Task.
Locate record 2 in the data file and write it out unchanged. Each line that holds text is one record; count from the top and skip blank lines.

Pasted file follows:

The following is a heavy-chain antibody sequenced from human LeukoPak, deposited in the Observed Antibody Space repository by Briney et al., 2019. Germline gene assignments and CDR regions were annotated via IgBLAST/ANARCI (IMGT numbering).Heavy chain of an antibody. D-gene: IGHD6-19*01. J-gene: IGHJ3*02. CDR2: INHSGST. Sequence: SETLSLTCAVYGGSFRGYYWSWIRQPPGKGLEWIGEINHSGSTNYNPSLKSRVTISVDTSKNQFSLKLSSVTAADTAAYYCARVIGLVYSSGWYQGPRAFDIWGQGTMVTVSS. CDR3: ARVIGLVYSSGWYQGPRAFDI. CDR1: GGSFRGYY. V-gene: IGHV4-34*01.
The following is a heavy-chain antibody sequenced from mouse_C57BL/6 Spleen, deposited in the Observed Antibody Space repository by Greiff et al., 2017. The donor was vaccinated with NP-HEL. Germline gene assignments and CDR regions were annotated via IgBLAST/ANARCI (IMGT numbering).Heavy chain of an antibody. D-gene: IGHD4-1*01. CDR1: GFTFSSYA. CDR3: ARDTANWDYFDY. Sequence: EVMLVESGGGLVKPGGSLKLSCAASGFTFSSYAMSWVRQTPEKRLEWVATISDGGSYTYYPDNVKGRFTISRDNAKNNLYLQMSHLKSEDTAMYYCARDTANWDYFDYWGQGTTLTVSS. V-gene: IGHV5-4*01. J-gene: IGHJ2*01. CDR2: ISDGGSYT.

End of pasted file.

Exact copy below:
The following is a heavy-chain antibody sequenced from mouse_C57BL/6 Spleen, deposited in the Observed Antibody Space repository by Greiff et al., 2017. The donor was vaccinated with NP-HEL. Germline gene assignments and CDR regions were annotated via IgBLAST/ANARCI (IMGT numbering).Heavy chain of an antibody. D-gene: IGHD4-1*01. CDR1: GFTFSSYA. CDR3: ARDTANWDYFDY. Sequence: EVMLVESGGGLVKPGGSLKLSCAASGFTFSSYAMSWVRQTPEKRLEWVATISDGGSYTYYPDNVKGRFTISRDNAKNNLYLQMSHLKSEDTAMYYCARDTANWDYFDYWGQGTTLTVSS. V-gene: IGHV5-4*01. J-gene: IGHJ2*01. CDR2: ISDGGSYT.